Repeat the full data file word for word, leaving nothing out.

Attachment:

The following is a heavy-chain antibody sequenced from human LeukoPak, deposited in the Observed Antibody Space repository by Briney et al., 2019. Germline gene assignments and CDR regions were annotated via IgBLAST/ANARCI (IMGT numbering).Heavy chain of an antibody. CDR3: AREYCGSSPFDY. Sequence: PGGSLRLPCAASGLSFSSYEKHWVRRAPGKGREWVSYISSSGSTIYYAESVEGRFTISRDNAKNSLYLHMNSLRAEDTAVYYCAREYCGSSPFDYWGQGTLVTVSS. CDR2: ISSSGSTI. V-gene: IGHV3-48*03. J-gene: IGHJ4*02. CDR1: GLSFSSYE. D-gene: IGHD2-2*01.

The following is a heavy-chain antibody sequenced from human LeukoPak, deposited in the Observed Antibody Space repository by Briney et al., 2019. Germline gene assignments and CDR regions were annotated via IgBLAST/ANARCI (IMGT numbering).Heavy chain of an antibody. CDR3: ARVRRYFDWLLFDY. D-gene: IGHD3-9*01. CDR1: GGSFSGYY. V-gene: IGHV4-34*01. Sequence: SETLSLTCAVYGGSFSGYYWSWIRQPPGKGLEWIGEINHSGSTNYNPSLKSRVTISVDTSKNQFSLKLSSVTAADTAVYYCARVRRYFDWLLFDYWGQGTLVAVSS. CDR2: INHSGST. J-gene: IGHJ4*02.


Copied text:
The following is a heavy-chain antibody sequenced from human LeukoPak, deposited in the Observed Antibody Space repository by Briney et al., 2019. Germline gene assignments and CDR regions were annotated via IgBLAST/ANARCI (IMGT numbering).Heavy chain of an antibody. CDR3: AREYCGSSPFDY. Sequence: PGGSLRLPCAASGLSFSSYEKHWVRRAPGKGREWVSYISSSGSTIYYAESVEGRFTISRDNAKNSLYLHMNSLRAEDTAVYYCAREYCGSSPFDYWGQGTLVTVSS. CDR2: ISSSGSTI. V-gene: IGHV3-48*03. J-gene: IGHJ4*02. CDR1: GLSFSSYE. D-gene: IGHD2-2*01.

The following is a heavy-chain antibody sequenced from human LeukoPak, deposited in the Observed Antibody Space repository by Briney et al., 2019. Germline gene assignments and CDR regions were annotated via IgBLAST/ANARCI (IMGT numbering).Heavy chain of an antibody. CDR3: ARVRRYFDWLLFDY. D-gene: IGHD3-9*01. CDR1: GGSFSGYY. V-gene: IGHV4-34*01. Sequence: SETLSLTCAVYGGSFSGYYWSWIRQPPGKGLEWIGEINHSGSTNYNPSLKSRVTISVDTSKNQFSLKLSSVTAADTAVYYCARVRRYFDWLLFDYWGQGTLVAVSS. CDR2: INHSGST. J-gene: IGHJ4*02.